We landed on a grass landing strip. I took this photo just as we were about to touch down.
Once we landed, I was met by a Mahali Mzuri guide who welcomed me with a cold glass of champagne and a lovely beaded bracelet made by one of the local Maasai ladies. On this particular day I was the only one arriving. Each day is different as folks fly in, stay for a few days and then move on to their next adventure.
After enjoying my champagne and completing a short registration card, we hopped into the safari vehicle and headed off on a bumpy, exhilarating ride to camp.
That first ride is really an impromptu safari as it’s possible to see lots of different animals in route to camp. On that ride I saw quite a few animals including wildebeest and zebras. You may remember seeing this photo I shared on Instagram.
So, you know those dusty tents you’ve been hearing about, the ones you supposedly stay in while on safari. At Mahali Mzuri, you do indeed stay in tents, but the tents look like this.
This really is a tent, it’s just a tent gone hi-tech!
Life is so hard on safari, but I “made-do” with the accommodations. 😉
See, it really is a tent. It takes a little getting used to because on super windy days, the walls flex, moving in and out. At first it’s a little distracting, but after a while you hardly notice it. It becomes your new normal, and it’s wonderfully exotic.
The way the tents are built is amazing, really beautiful in their design.
See that little bottle by my bed? Each night when I turned in, it was filled with water for the night. I asked the camp manager if I could purchase one. It has the Mahali Mzuri logo on it and I thought it would be such an awesome souvenir to keep in my refrigerator at home.
Sadly, she said no, they didn’t have them available for purchase. She added that they do disappear all the time, though. Was that my cue to help myself? lol Tempting, but I resisted, not being one to take anything I’m not supposed to. Dang, being honest is so inconvenient sometimes, ya know!
A lovely “Welcome” awaited me on the bed.
The tent I stayed in was designed with three separate spaces: the bedroom, a living room and a bath. This deck was right off the living room.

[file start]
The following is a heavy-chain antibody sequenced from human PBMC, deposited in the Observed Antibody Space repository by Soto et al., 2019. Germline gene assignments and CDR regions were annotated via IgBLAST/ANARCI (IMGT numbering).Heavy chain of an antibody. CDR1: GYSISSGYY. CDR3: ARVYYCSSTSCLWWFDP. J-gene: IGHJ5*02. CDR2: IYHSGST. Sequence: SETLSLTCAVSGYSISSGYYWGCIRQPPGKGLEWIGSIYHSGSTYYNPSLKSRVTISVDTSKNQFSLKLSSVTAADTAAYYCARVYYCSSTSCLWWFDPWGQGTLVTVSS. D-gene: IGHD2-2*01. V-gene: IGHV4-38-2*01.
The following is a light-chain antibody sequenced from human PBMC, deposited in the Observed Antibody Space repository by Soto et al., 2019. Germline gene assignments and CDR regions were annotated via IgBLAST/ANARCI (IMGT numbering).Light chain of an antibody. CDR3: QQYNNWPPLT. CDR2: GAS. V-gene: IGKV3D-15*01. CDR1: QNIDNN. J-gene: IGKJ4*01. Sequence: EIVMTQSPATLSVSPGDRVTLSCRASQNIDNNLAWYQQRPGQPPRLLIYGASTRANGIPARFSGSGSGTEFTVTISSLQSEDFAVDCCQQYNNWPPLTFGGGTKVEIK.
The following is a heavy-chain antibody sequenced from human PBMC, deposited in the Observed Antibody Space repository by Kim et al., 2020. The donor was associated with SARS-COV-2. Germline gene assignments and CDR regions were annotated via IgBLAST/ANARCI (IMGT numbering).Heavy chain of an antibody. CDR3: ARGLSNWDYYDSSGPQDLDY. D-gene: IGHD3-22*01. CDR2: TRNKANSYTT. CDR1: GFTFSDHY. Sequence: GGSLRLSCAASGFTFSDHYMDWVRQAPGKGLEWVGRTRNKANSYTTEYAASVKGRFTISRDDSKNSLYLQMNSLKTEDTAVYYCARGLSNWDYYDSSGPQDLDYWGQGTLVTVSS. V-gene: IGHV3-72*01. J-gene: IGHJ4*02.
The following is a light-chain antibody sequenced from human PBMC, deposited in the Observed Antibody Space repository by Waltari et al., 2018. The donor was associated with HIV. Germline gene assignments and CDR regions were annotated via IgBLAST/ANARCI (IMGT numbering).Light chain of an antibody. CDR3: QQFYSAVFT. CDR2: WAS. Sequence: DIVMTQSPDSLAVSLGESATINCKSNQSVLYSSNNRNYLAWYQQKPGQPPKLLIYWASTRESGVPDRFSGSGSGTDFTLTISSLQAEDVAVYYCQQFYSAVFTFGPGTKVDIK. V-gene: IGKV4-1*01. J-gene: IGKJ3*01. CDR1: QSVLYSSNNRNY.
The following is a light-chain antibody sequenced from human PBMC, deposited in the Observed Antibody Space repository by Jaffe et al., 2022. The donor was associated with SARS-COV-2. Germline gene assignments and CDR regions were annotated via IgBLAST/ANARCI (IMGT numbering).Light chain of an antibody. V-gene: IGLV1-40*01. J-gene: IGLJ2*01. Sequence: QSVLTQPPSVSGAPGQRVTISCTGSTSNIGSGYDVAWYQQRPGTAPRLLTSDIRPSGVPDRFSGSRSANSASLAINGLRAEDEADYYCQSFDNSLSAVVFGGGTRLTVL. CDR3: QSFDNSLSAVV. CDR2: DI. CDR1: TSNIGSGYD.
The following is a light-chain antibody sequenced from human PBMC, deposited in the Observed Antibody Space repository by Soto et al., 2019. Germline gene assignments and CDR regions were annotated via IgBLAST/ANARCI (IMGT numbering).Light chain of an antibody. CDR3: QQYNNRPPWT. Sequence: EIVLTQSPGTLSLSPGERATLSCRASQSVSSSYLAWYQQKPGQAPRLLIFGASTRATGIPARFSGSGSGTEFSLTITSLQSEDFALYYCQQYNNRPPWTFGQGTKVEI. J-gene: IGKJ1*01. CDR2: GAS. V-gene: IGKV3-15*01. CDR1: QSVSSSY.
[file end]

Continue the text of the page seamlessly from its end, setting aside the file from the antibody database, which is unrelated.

On the website they show this picture of giraffe and zebra down in the valley just below the tents. When I saw that photo on the website, I thought, yeah-right, that probably happens once in a blue moon.
I was so wrong. I was there three nights and each day I was treated to a safari right from the deck outside my tent. Giraffe came to play and dine on the trees.
African buffalo and elephants stopped by.
And Plains Zebra and Thomson’s Gazelle dined on the grasses below. All these photos were taken from the deck at Mahali Mzuri. This is only a small sampling of the animals we saw each day right from the decks of the camp.
This was my bath (photo from MM website). I totally took advantage of this clawfoot tub and beautiful view several times during my visit. There’s also a shower with a “rain” style showerhead for those who prefer to shower.
I didn’t try any of the products provided (brought my own) but I think they are all locally produced. One thing I really like about Mahali Mzuri is how Richard Branson has gone to great lengths to make this camp a true positive for the community. Mahali Mzuri provides income/jobs for those who live in the area and for the other businesses in this area.
Each guest is given a rubber ducky to take home, dressed in Maasai tribal costume. 🙂
The rest of the bath is just as lovely. Remember how I was so worried about drinking the water because of all the stuff I’d read online? Again, each safari adventure is completely different. At Mahali Mzuri they have a very sophisticated water filtering system that uses reverse osmosis, so the water is fine. You can drink, rinse your toothbrush, etc…with no fear of getting a sick.